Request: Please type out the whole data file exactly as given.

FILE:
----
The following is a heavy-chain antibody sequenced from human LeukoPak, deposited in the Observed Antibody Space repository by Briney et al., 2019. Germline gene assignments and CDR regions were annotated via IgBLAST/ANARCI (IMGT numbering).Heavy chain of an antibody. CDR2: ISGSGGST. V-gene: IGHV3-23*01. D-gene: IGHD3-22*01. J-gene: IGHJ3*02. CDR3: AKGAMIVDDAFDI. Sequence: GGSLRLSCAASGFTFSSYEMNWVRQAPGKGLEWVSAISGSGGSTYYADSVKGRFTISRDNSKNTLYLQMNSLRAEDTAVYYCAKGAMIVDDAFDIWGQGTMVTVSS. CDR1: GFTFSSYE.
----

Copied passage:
The following is a heavy-chain antibody sequenced from human LeukoPak, deposited in the Observed Antibody Space repository by Briney et al., 2019. Germline gene assignments and CDR regions were annotated via IgBLAST/ANARCI (IMGT numbering).Heavy chain of an antibody. CDR2: ISGSGGST. V-gene: IGHV3-23*01. D-gene: IGHD3-22*01. J-gene: IGHJ3*02. CDR3: AKGAMIVDDAFDI. Sequence: GGSLRLSCAASGFTFSSYEMNWVRQAPGKGLEWVSAISGSGGSTYYADSVKGRFTISRDNSKNTLYLQMNSLRAEDTAVYYCAKGAMIVDDAFDIWGQGTMVTVSS. CDR1: GFTFSSYE.